Thanks, Jason. Usually when I work for those people, we do five pieces of furniture per hour for two days non-stop, each piece in around 10 different positions. That's a bit more stressful, particularly since some of the furniture is literally arriving unassembled from the production line and assembled on the studio floor. The limited time is also the reason for the number of strobes; because of this, I need to cover every angle by rotating the chair or sofa, mostly without moving any of the strobes. Adding to the challenge is a ceiling height of less than 250cm (around 8 feet), and yes, the ceiling is white.
This is all a result of lots of experimenting. Until three years ago, I hardly knew what a studio strobe looked like, but I participated in a local workshop and adapted what I learned to real life. During the process, I've learned that unlimited amounts of tape and cardboard in assorted shades of gray, black and white is at least as important as how fancy the lighting equipment is.
My standard setup for furniture is as follows:
- One strobe with softbox on the left, as high up as I can get it, pointed 30-45 degrees down. One of two main lights.
- One small strobe on the left, almost at floor level, low power but only softened with a couple of layers of semi-transparent plastic. This is to avoid hard shadows under the armrest.
- One strobe with reflective (silver) umbrella high up on the right. Lower power than the one on the left, but more contrasty light.
- One strobe lower down on the right with a small softbox or a transparent umbrella. This is to give even lighting when shooting sofas from the front and recliners from the side. This is also the one that was too hot yesterday.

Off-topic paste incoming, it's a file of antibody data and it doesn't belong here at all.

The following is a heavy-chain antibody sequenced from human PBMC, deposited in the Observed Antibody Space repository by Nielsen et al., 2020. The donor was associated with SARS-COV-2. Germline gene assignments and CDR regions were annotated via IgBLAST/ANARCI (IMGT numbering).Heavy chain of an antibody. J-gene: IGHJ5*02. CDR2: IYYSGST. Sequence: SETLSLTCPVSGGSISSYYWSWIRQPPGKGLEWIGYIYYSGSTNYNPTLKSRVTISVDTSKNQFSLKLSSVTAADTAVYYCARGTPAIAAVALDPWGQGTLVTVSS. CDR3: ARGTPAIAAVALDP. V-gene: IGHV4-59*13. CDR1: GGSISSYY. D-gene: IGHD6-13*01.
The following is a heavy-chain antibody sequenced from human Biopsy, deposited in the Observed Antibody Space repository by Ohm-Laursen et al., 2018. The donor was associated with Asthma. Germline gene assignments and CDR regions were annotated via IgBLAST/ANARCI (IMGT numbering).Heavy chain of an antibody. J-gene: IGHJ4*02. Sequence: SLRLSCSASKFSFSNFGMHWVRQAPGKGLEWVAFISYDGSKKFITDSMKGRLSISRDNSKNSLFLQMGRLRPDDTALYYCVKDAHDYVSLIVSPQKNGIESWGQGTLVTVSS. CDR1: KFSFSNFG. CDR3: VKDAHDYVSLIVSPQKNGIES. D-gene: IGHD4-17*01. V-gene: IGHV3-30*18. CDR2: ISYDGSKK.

- Two strobes symmetrically on the background, shielded from the product with cardboard that is black, corrugated (totally non-reflective) on the side towards the furniture and white, reflective on the side towards the background.
Because of the low ceiling, I often use cardboard or black fabric to avoid light from the strobes reflected in the ceiling. This is particularly important with the background strobes, and when shooting products with black, reflective, horisontal surfaces.
I would like to experiment with two tall light boxes, one on each side, but they are expensive, so I've pulled the brakes until I can get a studio with a higher ceiling. One of the beauties of the system that I have now, is that it goes into three bags, one for the three large strobes and all cables, one for all stands, softboxes, umbrellas, tape and whatever and on ThinkTank Airport Addicted for four small strobes, two camera bodies, lenses, chargers etc. All in all, just over 40 kilos. If I have to go by air, I skip the bag with the three large strobes, take the ThinkTank as carry on luggage, and I'm all set
Last edited by Jorgen Udvang; 26th January 2010 at 18:36.
I'm a little late to the party (Left Coast). Great photos and interesting comments. Thanks everybody for sharing. Cheers.
Terrific job you did there Jorgen, really.
And great insight, with a particularly bounding location.
A couple of questions though, if you don't mind.
I guess this time you shot Manual mode, what was the actual speed? SOmething like 1/160th or 1/200th?
Was it a trial and error not having a meter?
Last, how do you synchronize (chords, PW, auto detection with pop flash...)?
If the posted image is pretty much on echot "out of camera", what i find the most
impressive is the HL reflections in the metal legs (while keeping details and good exposure allowing details on the white leather).
Great skills are required to achieve that kind of details, exposure and structured lighting especially in not-so-controlled conditions and a relatively reasonnable level of equipment.
(though i also see there another proof that this 80-200mm is a treat)
Thanks, Jason. Answers in the quote.
One more thing: This is a little bit cold, I believe around 4300K. I did that to make the white chair stand out from the neutral background. To most people it will look white, while it is in fact blueish.